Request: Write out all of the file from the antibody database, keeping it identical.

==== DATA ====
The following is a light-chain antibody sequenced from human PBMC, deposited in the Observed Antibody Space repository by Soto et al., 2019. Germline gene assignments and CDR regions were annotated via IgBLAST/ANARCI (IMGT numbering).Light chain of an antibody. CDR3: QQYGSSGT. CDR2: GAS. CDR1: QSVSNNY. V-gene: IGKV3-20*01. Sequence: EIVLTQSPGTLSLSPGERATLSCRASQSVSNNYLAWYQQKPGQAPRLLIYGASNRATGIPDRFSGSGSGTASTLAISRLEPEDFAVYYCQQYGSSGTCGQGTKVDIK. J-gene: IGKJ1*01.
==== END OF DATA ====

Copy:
The following is a light-chain antibody sequenced from human PBMC, deposited in the Observed Antibody Space repository by Soto et al., 2019. Germline gene assignments and CDR regions were annotated via IgBLAST/ANARCI (IMGT numbering).Light chain of an antibody. CDR3: QQYGSSGT. CDR2: GAS. CDR1: QSVSNNY. V-gene: IGKV3-20*01. Sequence: EIVLTQSPGTLSLSPGERATLSCRASQSVSNNYLAWYQQKPGQAPRLLIYGASNRATGIPDRFSGSGSGTASTLAISRLEPEDFAVYYCQQYGSSGTCGQGTKVDIK. J-gene: IGKJ1*01.